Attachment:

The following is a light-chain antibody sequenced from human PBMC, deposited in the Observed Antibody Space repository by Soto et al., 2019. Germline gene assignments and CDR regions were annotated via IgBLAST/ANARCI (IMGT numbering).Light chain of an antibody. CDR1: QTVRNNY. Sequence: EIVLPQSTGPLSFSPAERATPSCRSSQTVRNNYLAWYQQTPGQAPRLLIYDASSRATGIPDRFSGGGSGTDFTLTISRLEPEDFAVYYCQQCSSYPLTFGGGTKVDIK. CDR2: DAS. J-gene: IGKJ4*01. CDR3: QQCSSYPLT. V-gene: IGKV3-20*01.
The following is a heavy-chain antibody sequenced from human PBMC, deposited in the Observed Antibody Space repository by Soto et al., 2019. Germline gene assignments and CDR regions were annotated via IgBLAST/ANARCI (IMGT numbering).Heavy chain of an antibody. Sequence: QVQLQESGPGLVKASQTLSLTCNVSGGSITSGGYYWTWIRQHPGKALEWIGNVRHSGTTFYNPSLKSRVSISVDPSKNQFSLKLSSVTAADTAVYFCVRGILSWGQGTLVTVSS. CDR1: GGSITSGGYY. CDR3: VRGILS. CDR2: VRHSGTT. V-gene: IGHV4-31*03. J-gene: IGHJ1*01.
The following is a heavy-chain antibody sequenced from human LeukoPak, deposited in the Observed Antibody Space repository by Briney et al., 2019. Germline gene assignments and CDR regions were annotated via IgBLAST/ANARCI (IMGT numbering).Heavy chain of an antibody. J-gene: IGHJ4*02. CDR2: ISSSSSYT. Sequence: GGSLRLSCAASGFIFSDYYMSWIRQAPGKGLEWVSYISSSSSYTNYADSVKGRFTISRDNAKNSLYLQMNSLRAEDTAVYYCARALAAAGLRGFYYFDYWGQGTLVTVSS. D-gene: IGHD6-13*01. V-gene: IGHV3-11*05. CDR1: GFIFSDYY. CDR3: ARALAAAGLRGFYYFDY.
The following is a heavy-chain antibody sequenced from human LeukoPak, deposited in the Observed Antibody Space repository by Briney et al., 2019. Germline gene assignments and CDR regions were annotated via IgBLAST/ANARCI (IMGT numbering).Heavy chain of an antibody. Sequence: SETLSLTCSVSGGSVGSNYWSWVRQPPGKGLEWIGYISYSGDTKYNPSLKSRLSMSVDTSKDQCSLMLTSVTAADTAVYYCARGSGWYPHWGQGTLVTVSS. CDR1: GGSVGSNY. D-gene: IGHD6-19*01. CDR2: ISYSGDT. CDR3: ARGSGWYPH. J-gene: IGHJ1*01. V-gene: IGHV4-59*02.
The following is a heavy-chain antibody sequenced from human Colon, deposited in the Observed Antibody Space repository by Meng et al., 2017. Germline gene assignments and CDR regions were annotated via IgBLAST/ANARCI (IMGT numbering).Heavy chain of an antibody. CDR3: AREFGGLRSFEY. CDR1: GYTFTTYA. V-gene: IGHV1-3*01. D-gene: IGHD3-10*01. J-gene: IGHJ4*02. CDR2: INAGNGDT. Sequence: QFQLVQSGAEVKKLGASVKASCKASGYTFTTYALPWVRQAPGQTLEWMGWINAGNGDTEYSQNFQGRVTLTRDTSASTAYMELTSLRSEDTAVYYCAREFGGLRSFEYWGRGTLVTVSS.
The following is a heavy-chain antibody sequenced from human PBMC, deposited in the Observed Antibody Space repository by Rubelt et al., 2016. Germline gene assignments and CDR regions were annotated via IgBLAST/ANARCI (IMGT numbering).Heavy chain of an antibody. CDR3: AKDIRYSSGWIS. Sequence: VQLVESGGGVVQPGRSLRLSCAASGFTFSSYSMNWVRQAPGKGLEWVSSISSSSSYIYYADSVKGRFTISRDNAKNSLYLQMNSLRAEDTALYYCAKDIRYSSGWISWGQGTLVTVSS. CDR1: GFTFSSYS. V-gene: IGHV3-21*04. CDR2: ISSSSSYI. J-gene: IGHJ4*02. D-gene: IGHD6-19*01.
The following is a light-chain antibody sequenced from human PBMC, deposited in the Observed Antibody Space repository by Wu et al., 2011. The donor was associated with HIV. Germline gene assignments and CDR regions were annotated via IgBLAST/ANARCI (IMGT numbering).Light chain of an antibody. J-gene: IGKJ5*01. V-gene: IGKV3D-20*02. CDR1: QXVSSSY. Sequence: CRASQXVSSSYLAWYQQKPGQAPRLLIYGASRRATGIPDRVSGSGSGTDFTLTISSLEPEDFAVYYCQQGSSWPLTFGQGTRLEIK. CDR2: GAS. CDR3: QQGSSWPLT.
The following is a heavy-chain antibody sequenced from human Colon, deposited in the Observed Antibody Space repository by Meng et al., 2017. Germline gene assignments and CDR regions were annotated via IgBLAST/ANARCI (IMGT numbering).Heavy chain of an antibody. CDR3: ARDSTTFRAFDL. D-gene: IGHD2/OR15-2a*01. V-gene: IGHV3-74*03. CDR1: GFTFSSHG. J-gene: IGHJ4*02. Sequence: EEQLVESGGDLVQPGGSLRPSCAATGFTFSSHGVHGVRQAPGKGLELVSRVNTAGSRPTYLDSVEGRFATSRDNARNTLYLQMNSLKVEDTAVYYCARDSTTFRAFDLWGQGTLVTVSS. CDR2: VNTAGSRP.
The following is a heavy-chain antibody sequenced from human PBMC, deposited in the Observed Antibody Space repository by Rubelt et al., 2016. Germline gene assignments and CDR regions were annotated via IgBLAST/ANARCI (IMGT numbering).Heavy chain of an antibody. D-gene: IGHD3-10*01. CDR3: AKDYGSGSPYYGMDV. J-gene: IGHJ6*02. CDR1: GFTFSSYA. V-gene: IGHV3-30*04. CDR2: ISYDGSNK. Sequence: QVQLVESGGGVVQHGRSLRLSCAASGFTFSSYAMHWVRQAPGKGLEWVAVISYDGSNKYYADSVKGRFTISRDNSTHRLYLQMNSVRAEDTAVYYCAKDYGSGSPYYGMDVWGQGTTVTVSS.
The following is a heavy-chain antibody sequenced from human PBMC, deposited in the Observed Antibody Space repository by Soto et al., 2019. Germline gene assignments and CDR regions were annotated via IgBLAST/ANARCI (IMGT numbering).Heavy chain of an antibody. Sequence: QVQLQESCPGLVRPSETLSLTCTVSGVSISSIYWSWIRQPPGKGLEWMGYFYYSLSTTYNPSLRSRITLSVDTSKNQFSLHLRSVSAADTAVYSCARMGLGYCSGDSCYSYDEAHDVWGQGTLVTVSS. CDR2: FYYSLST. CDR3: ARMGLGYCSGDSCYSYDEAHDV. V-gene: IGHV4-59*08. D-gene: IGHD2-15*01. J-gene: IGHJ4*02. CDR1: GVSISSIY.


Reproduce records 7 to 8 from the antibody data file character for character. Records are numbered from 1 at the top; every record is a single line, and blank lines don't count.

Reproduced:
The following is a light-chain antibody sequenced from human PBMC, deposited in the Observed Antibody Space repository by Wu et al., 2011. The donor was associated with HIV. Germline gene assignments and CDR regions were annotated via IgBLAST/ANARCI (IMGT numbering).Light chain of an antibody. J-gene: IGKJ5*01. V-gene: IGKV3D-20*02. CDR1: QXVSSSY. Sequence: CRASQXVSSSYLAWYQQKPGQAPRLLIYGASRRATGIPDRVSGSGSGTDFTLTISSLEPEDFAVYYCQQGSSWPLTFGQGTRLEIK. CDR2: GAS. CDR3: QQGSSWPLT.
The following is a heavy-chain antibody sequenced from human Colon, deposited in the Observed Antibody Space repository by Meng et al., 2017. Germline gene assignments and CDR regions were annotated via IgBLAST/ANARCI (IMGT numbering).Heavy chain of an antibody. CDR3: ARDSTTFRAFDL. D-gene: IGHD2/OR15-2a*01. V-gene: IGHV3-74*03. CDR1: GFTFSSHG. J-gene: IGHJ4*02. Sequence: EEQLVESGGDLVQPGGSLRPSCAATGFTFSSHGVHGVRQAPGKGLELVSRVNTAGSRPTYLDSVEGRFATSRDNARNTLYLQMNSLKVEDTAVYYCARDSTTFRAFDLWGQGTLVTVSS. CDR2: VNTAGSRP.